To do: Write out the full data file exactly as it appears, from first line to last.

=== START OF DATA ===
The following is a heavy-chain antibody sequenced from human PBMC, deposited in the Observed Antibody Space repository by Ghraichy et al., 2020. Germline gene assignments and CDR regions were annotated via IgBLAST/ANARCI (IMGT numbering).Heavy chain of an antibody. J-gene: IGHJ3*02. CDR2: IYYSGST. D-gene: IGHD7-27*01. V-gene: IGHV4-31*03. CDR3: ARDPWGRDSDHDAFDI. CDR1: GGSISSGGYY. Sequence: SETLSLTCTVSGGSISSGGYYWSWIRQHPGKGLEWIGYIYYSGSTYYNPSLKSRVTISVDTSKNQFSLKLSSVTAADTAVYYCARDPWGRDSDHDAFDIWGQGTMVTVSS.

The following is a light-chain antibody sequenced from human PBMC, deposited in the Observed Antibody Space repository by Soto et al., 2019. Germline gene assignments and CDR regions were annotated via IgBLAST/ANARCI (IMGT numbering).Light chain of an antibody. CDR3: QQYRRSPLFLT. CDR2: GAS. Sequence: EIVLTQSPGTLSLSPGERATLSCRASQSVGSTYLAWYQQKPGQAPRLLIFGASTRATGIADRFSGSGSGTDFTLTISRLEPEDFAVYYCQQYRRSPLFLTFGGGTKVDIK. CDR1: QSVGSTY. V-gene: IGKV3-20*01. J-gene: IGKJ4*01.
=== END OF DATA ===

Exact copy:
The following is a heavy-chain antibody sequenced from human PBMC, deposited in the Observed Antibody Space repository by Ghraichy et al., 2020. Germline gene assignments and CDR regions were annotated via IgBLAST/ANARCI (IMGT numbering).Heavy chain of an antibody. J-gene: IGHJ3*02. CDR2: IYYSGST. D-gene: IGHD7-27*01. V-gene: IGHV4-31*03. CDR3: ARDPWGRDSDHDAFDI. CDR1: GGSISSGGYY. Sequence: SETLSLTCTVSGGSISSGGYYWSWIRQHPGKGLEWIGYIYYSGSTYYNPSLKSRVTISVDTSKNQFSLKLSSVTAADTAVYYCARDPWGRDSDHDAFDIWGQGTMVTVSS.

The following is a light-chain antibody sequenced from human PBMC, deposited in the Observed Antibody Space repository by Soto et al., 2019. Germline gene assignments and CDR regions were annotated via IgBLAST/ANARCI (IMGT numbering).Light chain of an antibody. CDR3: QQYRRSPLFLT. CDR2: GAS. Sequence: EIVLTQSPGTLSLSPGERATLSCRASQSVGSTYLAWYQQKPGQAPRLLIFGASTRATGIADRFSGSGSGTDFTLTISRLEPEDFAVYYCQQYRRSPLFLTFGGGTKVDIK. CDR1: QSVGSTY. V-gene: IGKV3-20*01. J-gene: IGKJ4*01.